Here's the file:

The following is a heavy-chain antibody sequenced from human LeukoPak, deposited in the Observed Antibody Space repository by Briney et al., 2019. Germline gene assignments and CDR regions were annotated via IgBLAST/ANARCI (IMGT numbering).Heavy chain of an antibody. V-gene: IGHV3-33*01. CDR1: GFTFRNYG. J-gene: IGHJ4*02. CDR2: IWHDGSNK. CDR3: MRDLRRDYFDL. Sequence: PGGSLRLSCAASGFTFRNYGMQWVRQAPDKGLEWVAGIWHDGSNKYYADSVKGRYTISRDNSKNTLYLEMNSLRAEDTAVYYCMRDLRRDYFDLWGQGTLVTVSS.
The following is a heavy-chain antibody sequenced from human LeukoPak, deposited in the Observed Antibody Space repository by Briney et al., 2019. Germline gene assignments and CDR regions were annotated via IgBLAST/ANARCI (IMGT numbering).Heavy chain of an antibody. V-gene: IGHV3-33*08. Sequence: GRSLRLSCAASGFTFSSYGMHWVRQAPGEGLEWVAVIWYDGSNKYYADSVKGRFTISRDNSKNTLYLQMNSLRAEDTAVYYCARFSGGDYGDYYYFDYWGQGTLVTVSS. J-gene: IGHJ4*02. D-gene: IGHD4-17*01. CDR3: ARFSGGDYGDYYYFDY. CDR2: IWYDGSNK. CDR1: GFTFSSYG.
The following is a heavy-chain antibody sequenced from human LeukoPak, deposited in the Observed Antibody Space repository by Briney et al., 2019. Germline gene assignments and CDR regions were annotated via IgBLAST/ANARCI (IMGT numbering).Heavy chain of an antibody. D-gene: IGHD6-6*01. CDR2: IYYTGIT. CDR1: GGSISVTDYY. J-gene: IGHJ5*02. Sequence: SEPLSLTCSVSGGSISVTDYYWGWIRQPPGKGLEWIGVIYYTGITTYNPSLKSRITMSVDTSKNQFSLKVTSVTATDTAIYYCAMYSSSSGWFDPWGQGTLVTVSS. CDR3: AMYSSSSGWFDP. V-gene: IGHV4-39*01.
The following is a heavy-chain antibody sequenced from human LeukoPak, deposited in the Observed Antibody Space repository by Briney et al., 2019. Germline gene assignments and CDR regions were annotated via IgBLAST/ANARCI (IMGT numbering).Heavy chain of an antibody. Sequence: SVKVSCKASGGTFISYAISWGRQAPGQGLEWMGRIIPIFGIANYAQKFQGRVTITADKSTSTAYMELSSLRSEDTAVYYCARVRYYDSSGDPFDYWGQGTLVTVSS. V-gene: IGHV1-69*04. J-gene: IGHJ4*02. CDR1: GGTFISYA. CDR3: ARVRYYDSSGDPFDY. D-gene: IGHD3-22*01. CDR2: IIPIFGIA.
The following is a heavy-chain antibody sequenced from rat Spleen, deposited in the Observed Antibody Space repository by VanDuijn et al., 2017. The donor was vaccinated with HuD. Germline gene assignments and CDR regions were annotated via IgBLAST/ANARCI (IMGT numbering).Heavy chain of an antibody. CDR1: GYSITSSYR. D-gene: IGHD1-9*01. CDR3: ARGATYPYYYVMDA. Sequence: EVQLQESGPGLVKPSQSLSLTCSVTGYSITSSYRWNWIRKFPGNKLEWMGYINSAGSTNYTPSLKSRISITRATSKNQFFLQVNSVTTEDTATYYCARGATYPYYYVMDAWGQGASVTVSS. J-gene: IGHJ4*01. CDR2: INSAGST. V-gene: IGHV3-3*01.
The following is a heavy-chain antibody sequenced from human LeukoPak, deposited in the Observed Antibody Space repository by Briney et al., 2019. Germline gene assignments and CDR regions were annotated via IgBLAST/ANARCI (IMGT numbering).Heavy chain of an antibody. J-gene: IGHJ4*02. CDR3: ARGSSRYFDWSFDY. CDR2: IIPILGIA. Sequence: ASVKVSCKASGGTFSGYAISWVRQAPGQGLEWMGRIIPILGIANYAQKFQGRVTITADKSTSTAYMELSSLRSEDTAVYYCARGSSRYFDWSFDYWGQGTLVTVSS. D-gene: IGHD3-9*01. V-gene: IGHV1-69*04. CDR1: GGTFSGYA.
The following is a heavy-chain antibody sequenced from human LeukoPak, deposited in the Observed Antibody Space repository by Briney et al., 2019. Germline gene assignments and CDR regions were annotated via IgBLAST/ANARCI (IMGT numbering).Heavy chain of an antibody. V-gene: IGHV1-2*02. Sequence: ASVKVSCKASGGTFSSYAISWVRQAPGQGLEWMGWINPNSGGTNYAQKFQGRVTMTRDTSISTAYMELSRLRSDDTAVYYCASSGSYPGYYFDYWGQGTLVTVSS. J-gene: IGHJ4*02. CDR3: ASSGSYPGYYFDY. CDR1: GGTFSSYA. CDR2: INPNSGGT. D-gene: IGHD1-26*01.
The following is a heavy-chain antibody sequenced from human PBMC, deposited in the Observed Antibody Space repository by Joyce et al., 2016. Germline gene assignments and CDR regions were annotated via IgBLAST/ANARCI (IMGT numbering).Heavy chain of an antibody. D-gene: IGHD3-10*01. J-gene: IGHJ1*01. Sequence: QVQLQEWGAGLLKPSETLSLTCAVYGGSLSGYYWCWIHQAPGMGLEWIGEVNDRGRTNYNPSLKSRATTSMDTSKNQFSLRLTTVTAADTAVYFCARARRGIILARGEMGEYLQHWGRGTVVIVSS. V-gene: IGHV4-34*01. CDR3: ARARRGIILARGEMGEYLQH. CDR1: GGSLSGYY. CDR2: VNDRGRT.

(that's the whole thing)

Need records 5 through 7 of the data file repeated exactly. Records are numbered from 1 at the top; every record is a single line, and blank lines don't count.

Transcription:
The following is a heavy-chain antibody sequenced from rat Spleen, deposited in the Observed Antibody Space repository by VanDuijn et al., 2017. The donor was vaccinated with HuD. Germline gene assignments and CDR regions were annotated via IgBLAST/ANARCI (IMGT numbering).Heavy chain of an antibody. CDR1: GYSITSSYR. D-gene: IGHD1-9*01. CDR3: ARGATYPYYYVMDA. Sequence: EVQLQESGPGLVKPSQSLSLTCSVTGYSITSSYRWNWIRKFPGNKLEWMGYINSAGSTNYTPSLKSRISITRATSKNQFFLQVNSVTTEDTATYYCARGATYPYYYVMDAWGQGASVTVSS. J-gene: IGHJ4*01. CDR2: INSAGST. V-gene: IGHV3-3*01.
The following is a heavy-chain antibody sequenced from human LeukoPak, deposited in the Observed Antibody Space repository by Briney et al., 2019. Germline gene assignments and CDR regions were annotated via IgBLAST/ANARCI (IMGT numbering).Heavy chain of an antibody. J-gene: IGHJ4*02. CDR3: ARGSSRYFDWSFDY. CDR2: IIPILGIA. Sequence: ASVKVSCKASGGTFSGYAISWVRQAPGQGLEWMGRIIPILGIANYAQKFQGRVTITADKSTSTAYMELSSLRSEDTAVYYCARGSSRYFDWSFDYWGQGTLVTVSS. D-gene: IGHD3-9*01. V-gene: IGHV1-69*04. CDR1: GGTFSGYA.
The following is a heavy-chain antibody sequenced from human LeukoPak, deposited in the Observed Antibody Space repository by Briney et al., 2019. Germline gene assignments and CDR regions were annotated via IgBLAST/ANARCI (IMGT numbering).Heavy chain of an antibody. V-gene: IGHV1-2*02. Sequence: ASVKVSCKASGGTFSSYAISWVRQAPGQGLEWMGWINPNSGGTNYAQKFQGRVTMTRDTSISTAYMELSRLRSDDTAVYYCASSGSYPGYYFDYWGQGTLVTVSS. J-gene: IGHJ4*02. CDR3: ASSGSYPGYYFDY. CDR1: GGTFSSYA. CDR2: INPNSGGT. D-gene: IGHD1-26*01.